“Why don’t I ever get this lucky?”
Why can’t I visit my favorite thrift store, buy a cute ring for $1, and it would turn out to be worth millions the next month? Well, I’m not giving up just yet. Anybody, anywhere, and at any time can get remarkably lucky with these things – but don’t spend your life waiting for a free fortune.
Some people, however, have had their fair share of amazing luck and it’s all the awesomeness you need to see today. Imagine picking up something that looks like thrashed foil and it turns out to be pure gold worth hundreds of thousands of dollars! The 7 accidental discoveries below are proof that good luck really has no patterns.
The Hoxne Hoard
A British farmer named Peter Whatling had lost a precious harmer in 1992. He needed it back and asked a friend who owned a metal detector to assist in the search. His friend, Eric Lawes was scanning the ground when he found a large silver coin. Lawes began to dig seriously in the same spot and later discovered a huge box filled with thousands of coins, a golden necklace, and other jewelry.
Archeologists examined the stash and identified it as the Hoxne Hoard, the largest hoard of late Roman silver and gold. It actually turned out to be the largest collection of gold and silver coins from the fourth and fifth centuries.
Lawes turned his find over to the British Museum and received a $2.3 million reward for it. He shared the score with his friend, Whatling, who never found his hammer. 
A Royal Opal
An Australian guy, Bobby, was working as a miner many years ago when he found a blue-green stone in a bucket full of regular brownstones. He thought it was cute, so he decided to keep it a souvenir.
Fourteen years later, he showed it to a specialist and it discovered that it was an incredibly rare black opal. He sold it for $3 million at an auction later on. 
An original copy of the Declaration of Independence
A guy from Pennsylvania waltzed into a thrift store one day and left with a $4 painting he intended to use for decorative purposes. Upon examining the frame, he discovered a document at the back that turned out to be one of the 25 official copies of the Declaration of Independence made in 1776. It was later sold for $2.4 million at an auction. 
Gold belonging to ancient British Lords
He was at the right place, at the right time, with a metal detector.
An amateur archeologist, Terry Herbert asked his farmer friend based in Staffordshire, England to let him search his fields. Herbert wanted to find coins and other small items of variable value.
At the end of his search, he discovered four thousand ancient artifacts that cumulatively weighed 4.5 kg. Experts believed they belonged to 12th-century British lords and commanders who may have used their property as sacrifices to the ancient gods. The find was estimated to be worth $5.3 million. 
A wall of coins
A group of kids from Pennsylvania were playing in an abandoned old house in the city of Windber. They found several coins stashed closed to a wall in one room and decided to show their find to their parents. Their parents broke the wall apart and 8,500 coins fell out. Many were antiques issued between 1793 and 1857. The total value of the stash was well over $200,000.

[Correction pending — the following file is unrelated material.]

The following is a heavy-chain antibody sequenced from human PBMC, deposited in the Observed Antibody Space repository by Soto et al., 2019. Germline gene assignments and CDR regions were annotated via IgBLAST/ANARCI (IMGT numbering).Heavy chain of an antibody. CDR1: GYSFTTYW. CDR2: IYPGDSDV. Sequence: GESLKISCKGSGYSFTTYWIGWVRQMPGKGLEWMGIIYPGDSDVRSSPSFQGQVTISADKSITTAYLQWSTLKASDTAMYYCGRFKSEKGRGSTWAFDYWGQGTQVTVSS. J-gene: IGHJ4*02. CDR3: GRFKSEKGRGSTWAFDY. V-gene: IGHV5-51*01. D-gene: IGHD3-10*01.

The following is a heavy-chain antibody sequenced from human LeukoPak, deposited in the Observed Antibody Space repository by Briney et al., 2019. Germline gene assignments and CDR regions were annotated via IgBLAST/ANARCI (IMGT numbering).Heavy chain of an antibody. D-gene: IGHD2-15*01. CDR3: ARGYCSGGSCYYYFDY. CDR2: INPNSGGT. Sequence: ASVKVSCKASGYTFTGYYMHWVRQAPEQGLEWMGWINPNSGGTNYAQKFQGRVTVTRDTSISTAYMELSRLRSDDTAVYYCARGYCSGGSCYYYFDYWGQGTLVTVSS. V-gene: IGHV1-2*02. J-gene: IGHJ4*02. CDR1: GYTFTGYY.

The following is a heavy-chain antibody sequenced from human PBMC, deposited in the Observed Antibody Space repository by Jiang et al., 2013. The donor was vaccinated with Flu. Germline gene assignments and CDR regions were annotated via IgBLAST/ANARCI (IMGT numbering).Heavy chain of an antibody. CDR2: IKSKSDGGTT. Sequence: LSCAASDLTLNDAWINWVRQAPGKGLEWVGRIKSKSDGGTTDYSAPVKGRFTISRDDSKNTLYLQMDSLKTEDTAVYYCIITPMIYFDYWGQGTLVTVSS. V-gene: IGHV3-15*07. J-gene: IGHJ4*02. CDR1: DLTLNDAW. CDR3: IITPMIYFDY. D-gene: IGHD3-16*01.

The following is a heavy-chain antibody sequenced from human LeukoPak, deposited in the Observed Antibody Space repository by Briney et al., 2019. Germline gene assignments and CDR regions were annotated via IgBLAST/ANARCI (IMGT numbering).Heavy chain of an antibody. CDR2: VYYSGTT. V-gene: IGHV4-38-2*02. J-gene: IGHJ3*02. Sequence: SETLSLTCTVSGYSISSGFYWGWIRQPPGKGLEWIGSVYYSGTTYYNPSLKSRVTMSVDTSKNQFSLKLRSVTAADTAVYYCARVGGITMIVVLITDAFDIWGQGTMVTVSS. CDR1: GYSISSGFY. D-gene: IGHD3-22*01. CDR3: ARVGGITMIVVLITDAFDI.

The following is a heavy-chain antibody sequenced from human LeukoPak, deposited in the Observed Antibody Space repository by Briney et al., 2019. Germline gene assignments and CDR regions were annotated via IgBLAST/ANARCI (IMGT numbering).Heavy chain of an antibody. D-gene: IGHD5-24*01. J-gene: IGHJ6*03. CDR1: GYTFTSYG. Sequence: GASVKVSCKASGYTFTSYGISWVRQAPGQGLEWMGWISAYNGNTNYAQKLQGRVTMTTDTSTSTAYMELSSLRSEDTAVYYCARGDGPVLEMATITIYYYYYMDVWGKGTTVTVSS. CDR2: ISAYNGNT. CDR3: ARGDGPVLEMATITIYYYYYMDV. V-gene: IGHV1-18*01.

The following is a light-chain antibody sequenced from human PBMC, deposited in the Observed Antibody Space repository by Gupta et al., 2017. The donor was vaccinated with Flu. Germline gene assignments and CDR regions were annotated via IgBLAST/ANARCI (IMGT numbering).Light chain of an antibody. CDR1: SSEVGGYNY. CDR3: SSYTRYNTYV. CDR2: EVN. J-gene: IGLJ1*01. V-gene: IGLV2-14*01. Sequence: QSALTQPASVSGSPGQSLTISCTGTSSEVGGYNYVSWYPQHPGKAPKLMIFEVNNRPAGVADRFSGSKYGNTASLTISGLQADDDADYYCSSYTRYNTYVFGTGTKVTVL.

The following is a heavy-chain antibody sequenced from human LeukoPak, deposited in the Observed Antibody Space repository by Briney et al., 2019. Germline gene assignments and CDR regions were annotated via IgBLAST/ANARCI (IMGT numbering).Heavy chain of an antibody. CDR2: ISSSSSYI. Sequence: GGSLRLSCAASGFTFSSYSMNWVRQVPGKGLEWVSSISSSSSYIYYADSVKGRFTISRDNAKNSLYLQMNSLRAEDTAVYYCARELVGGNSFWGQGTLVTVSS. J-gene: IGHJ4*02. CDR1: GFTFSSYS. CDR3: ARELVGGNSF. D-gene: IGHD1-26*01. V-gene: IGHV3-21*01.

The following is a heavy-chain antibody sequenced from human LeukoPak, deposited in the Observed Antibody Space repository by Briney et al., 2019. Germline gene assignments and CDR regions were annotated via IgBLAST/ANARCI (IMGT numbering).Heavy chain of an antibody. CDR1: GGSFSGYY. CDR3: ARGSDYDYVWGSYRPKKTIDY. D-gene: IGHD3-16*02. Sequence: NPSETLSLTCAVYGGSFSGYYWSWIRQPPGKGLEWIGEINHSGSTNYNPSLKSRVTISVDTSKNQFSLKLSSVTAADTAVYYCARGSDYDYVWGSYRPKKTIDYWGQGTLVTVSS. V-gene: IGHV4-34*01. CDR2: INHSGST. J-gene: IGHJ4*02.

Envelopes with money
In 2009, a woman in Cleveland named Amanda Reece invited her old school friend, Bob Kitts, a builder, to redecorate her house. While Kitts was breaking down the tiles in the bathroom, he found two metallic medicine chests filled with wads of cash stuffed in envelopes. The envelopes were addressed to P. Dunne News Agency and the cash totaled $182,000.
A conflict broke out when it was time to split the money. Reece wanted to give Kitts 10% since it was her home, but Kitts wanted 40% since he’d discovered the stash. The pair found themselves in court and they were later ordered to split the money equally. 
Metal detectors are starting to look like essential items.
A farmer in Australia was walking around his home with one of these devices when he heard a loud beep. He dug out some little pieces of gold and was convinced there was more down there. He dug until he came up with 5.5kg of gold. The find was vetted and valued at $315,000. 
Photo Credits: Brightside
- “A Search for a Lost Hammer Led to the Largest Cache of Roman Treasure Ever Found in Britain.” Smithsonian. Lorraine Boissoneault. Retrieved November 15, 2020.
- “$3 Million Black Opal Goes on Sale in Las Vegas.” WSJ. Rebecca Thurlow. Retrieved November 15, 2020.
- “Declaration of Independence Found in a $4 Picture Frame.” NYTimes. Rita Reif. Retrieved November 15, 2020.
- “Experts Awed by Anglo-Saxon Treasure.” NY Times. John F. Burns. Retrieved November 15, 2020.
- “Treasure trove of rare coins found in dilapidated home.” The Tribune Democrat. Randy Griffith. Retrieved November 15, 2020.
- “Finding Cash in Walls, and Reaping Grief.” NY Times. Associated Press. Retrieved November 15, 2020.
- “Australian amateur prospector finds massive gold nugget.” BBC. Retrieved November 15, 2020.